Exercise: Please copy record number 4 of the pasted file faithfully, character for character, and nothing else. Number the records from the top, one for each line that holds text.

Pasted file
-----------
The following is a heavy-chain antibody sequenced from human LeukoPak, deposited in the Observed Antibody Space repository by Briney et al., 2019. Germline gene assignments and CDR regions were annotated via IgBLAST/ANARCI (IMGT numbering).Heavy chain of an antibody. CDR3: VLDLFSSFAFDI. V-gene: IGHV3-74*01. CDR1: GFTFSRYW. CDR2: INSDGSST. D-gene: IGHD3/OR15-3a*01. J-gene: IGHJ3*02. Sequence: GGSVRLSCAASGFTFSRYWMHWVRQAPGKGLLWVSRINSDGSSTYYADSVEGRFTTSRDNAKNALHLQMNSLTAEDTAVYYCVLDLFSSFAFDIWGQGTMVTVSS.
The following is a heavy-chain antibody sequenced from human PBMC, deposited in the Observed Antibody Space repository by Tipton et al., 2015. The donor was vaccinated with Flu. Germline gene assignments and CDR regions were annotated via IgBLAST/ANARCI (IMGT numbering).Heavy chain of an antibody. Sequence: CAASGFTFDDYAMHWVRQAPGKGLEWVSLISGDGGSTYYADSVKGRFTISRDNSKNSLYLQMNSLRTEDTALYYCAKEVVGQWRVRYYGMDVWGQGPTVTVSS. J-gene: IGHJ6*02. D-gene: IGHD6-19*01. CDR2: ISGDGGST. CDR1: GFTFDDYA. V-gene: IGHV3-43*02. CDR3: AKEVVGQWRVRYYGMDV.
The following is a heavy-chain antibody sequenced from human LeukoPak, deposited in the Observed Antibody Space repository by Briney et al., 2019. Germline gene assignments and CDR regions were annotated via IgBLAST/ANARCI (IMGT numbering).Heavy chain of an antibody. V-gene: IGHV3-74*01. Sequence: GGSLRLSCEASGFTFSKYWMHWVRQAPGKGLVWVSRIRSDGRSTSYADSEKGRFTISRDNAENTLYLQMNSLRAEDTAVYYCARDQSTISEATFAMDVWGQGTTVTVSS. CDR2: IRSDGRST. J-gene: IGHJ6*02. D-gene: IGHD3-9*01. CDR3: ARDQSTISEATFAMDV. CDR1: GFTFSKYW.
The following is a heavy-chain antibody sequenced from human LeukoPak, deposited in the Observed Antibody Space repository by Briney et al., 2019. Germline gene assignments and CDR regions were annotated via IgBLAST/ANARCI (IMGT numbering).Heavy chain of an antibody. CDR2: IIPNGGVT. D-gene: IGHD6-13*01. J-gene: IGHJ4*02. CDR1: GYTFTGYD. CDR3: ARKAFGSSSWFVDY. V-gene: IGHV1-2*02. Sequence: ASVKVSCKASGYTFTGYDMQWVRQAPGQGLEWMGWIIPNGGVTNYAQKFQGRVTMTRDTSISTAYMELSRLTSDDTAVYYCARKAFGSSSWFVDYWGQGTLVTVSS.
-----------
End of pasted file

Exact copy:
The following is a heavy-chain antibody sequenced from human LeukoPak, deposited in the Observed Antibody Space repository by Briney et al., 2019. Germline gene assignments and CDR regions were annotated via IgBLAST/ANARCI (IMGT numbering).Heavy chain of an antibody. CDR2: IIPNGGVT. D-gene: IGHD6-13*01. J-gene: IGHJ4*02. CDR1: GYTFTGYD. CDR3: ARKAFGSSSWFVDY. V-gene: IGHV1-2*02. Sequence: ASVKVSCKASGYTFTGYDMQWVRQAPGQGLEWMGWIIPNGGVTNYAQKFQGRVTMTRDTSISTAYMELSRLTSDDTAVYYCARKAFGSSSWFVDYWGQGTLVTVSS.